Web Advisory Group (WAG) meeting

This month's WAG meeting will feature a presentation by Nathan Wilhelmi on Agile development.  While not new, Agile frameworks have come into the spotlight in recent years for yielding significant improvements over heavyweight process. The talk will describe the Agile process, describe the experience of using Scrum for software development, and describe benefits gained from the transition to Agile.

The meeting details are as follows:

Room:   CG1-2503               
Date:     Thursday, September 19, 2013
Time:     10:00 AM - 11:30 AM


HAO Colloquium Series presents Mark Cheung, LMSAL

Presentation will also be webcast at

Data-driven modeling of Magnetic Field Evolution in the Solar Corona

HAO Colloquium Series presents Eric Sutton, AFRL

The Role of Helium in the Thermosphere During Recent Solar Minima: The previous solar minimum exhibited sustained low levels of solar extreme ultraviolet radiation and geomagnetic activity. This affords the opportunity to study upper-atmospheric conditions that are outside the domain of the available historical data and empirical models of the thermosphere. With the decline of solar and geomagnetic activity, neutral helium becomes dominant at progressively lower altitudes.

HAO Colloquium Series presents Mary Hudson, Dartmouth College

Modeling the radiation belt electron response to CME-driven storms: the first 9 months of the Van Allen Probes

HAO Colloquium Series presents Charlie Lindsey, NwRA

Statistics of Local Seismic Emission from the Solar GranulationWe have applied computational seismic holography to SDO/HMI observations of high-frequency helioseismic oscillations in the quiet Sun to locate predominant sources of seismic emission with respect to the structure of the solar granulation.  The regions of greatest seismic emission are the edges of photospheric granules, thought to be the source of transonic plumes plummeting into the Sun's interior.  This is roughly consistent with our general understanding of the kinetic excitation of sound by turbulence, based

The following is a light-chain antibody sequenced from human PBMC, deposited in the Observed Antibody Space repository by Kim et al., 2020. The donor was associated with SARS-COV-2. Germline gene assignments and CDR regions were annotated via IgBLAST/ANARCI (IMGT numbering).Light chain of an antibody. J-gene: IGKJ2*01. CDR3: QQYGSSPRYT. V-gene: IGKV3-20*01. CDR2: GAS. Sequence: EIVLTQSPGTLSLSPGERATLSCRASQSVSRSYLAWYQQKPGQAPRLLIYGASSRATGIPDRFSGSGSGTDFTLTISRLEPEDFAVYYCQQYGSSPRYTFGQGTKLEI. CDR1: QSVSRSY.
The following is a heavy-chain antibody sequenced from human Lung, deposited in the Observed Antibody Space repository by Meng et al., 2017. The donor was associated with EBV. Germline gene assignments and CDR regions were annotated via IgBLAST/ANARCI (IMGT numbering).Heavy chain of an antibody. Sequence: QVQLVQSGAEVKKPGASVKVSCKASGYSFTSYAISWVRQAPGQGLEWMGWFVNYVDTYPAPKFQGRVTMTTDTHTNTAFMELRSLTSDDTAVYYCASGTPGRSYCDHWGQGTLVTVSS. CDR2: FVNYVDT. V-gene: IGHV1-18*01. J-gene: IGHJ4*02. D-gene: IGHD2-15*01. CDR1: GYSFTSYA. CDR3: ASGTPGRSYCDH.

CISM Space Weather Summer School

The CISM Summer School is intended to give students a comprehensive immersion in the subject of space weather: what it is, what it does, and what can be done about it. Space weather is many things: beautiful when seen through the eyes of a sun-viewing telescope, fascinating when studied for its alien worlds of magnetic structures and phenomena, awesome when witnessed as a solar eruption or auroral storm, and devastating to the users of services it disrupts. Space weather links the Sun, the Earth, and the space in between in a branching chain of consequences.

Climate Implications of Frontal Scale Air-Sea Interaction

August 5-7, 2013

Center Green Campus, CG1 Center Auditorium

Recent studies have shown that ocean fronts, especially western boundary currents, can affect the full depth of the overlying troposphere. An important question is whether there is any remote response to this process. The workshop is aimed at improving understanding of the climate response to ocean frontal variability by bringing together modelers and observationalists. The workshop will cover existing work and discuss options for a coordinated plan to progress the research.

Heliophysics Summer School

The 2013 Heliophysics Summer School will focus on the physics of space weather events that start at the Sun and influence atmospheres, ionospheres and magnetospheres throughout the solar system. The solar system offers a wide variety of conditions under which the interaction of bodies with a plasma environment can be studied. The school will address not only the physics of all these various environments but will also go into the technologies by which these various environments are being observed.


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